How personal should a business PC be?

I recall trying to sell some Sun workstations into a customer a while back. I couldn't believe how important a CD player was to the opportunity. My guess is that the users wanted to listen to music, but they would never admit it :) Yeah, this is pre-iPod/MP3-player days.Last night,  while checking my StatCounter logs, I ran into someone hitting this post. The comment section is especially interesting.

PC stands for "Personal Computer". That makes sense if you own it. But a PC at work is really a BC (Business Computer). You don't own it. Your employer does. Many employers lock down their BCs so end user's can't "personalize" them too much. The more "personal" it becomes, the more it costs the company to support it. Many  companies trend to the other end of the spectrum. The end users can do whatever they want. Thanks (or not) to government regulation, this peice of the pie is subject to shrinking (I have no data to back this up, not even anecdotal).

So here's the question. How "personal" should a business PC be? Here's an example. Let's say you are given the following options:

  1. You are given a "PC", and you can do what you want with it.
  2. You are given a "BC", and you can't do everything you want, but the company returns 1/2 of their savings to you. Let's say the savings is $500/year to you for the reduced management costs.
  3. Given my new-found weight loss, I have to add the Sun Ray :) You are given a Sun Ray at home, and $1000/year. The company's management costs drop as well as their real estate costs. FYI, I am not getting $1000/year. IBut I will save that much in gas :)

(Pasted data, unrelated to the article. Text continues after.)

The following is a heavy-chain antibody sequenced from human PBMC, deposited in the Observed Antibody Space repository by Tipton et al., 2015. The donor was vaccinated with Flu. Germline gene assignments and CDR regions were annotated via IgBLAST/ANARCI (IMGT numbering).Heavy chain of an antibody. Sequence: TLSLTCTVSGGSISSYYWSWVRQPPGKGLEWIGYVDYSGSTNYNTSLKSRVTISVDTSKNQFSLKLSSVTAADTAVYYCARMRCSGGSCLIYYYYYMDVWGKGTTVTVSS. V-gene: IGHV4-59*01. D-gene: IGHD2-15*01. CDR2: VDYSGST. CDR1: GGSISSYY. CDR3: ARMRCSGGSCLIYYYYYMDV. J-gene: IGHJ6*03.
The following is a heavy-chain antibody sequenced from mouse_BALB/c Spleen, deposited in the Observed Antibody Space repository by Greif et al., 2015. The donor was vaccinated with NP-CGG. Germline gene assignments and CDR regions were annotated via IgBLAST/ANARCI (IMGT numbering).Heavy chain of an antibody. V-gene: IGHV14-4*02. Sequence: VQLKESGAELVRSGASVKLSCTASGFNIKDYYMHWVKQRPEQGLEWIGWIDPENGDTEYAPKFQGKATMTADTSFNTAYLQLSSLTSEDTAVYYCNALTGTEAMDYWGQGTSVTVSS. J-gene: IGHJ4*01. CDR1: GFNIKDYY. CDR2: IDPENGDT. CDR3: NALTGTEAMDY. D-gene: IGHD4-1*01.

I know what most of you are thinking. "Hey, for $500 or $1000, I can buy a laptop". Yep, a new one every year, but you can't plug it in to the company network, and put them at risk.

 What would you choose?

Comments:

Cold hard cash is cold hard cash. I haven't customized my Win XP "BC" at work at all - in fact I couldn't care less. I use it for Outlook and web and that's it. I have customized hardware in my UNIX workstation (mirrored drives) and I run stock Solaris 10 instead of our company's Solaris 10 build, but then I support all of that myself (I wouldn't let the x-mas tree experts mess with it anyway!), so it doesn't really cost the company anything.

Posted by UX-admin on January 24, 2007 at 04:25 PM PST #

At the places I've worked in the last 5 years, Linux has been the OS given to all developers, after a few months of IT trying to keep them locked down, they gave up and opened root for all developers, with certain restrictions (and consequences). This free'd up a LOT of their time, saving them money. But to get back to the question, I'd probably take the "BC", at least for the business end of apps. As long as I have XEmacs I'm kept pretty happy :)

Posted by Jason on January 24, 2007 at 11:18 PM PST #

I can think of a couple of other options:

You buy your PC (the company provides reimbursement up to a fixed amount), and the company provides a "stack" of key software like VPN, antivirus, etc., but you manage it yourself. This is great for techies.

The company provides an administratively locked-down BC, but also provides a VMware instance for you to install your personal apps.

Posted by Mark on January 25, 2007 at 02:35 AM PST #

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